The Irish-born painter’s picture was a tribute to an earlier self-portrait by Vincent Van Gogh and had been loaned to the museum in southern France in 1991, just before Bacon’s death.
However it was never returned and this latest ruling overturns an earlier decision which stated that the painting could stay with the museum, which claimed Bacon meant to give it as a work to keep.
“The painting was not given as a gift, nor was there any promise of a gift,” the court said in its ruling.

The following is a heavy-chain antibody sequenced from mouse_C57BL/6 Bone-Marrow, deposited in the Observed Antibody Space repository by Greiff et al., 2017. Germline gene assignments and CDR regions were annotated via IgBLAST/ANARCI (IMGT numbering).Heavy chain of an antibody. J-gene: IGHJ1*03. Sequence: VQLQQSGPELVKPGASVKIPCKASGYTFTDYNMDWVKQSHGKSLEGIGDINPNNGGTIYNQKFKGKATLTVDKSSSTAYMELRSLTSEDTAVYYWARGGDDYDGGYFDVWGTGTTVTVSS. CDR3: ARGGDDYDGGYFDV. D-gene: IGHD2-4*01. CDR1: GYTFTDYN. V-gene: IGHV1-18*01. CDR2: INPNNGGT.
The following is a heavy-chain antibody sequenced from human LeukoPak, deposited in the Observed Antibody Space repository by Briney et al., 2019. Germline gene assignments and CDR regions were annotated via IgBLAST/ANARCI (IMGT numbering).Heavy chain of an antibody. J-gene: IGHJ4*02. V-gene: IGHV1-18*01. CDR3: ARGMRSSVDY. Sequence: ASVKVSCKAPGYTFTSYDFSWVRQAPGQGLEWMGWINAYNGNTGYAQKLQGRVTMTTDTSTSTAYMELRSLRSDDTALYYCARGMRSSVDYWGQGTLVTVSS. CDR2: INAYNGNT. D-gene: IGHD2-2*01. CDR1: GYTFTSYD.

“We will now bury the hatched,” said the foundation’s director Mary Gruber. She said she was in a state of “shock”, and while the foundation’s lawyer said a further appeal was possible, it would, for the moment, give the painting back.
Bacon, who died in 1992, cited Vincent Van Gogh as one of his great influences, and a “Homage to Van Gogh” was a version of the Expressionist’s “The Painter on the Road to Tarascon” which was originally painted near Arles in 1888.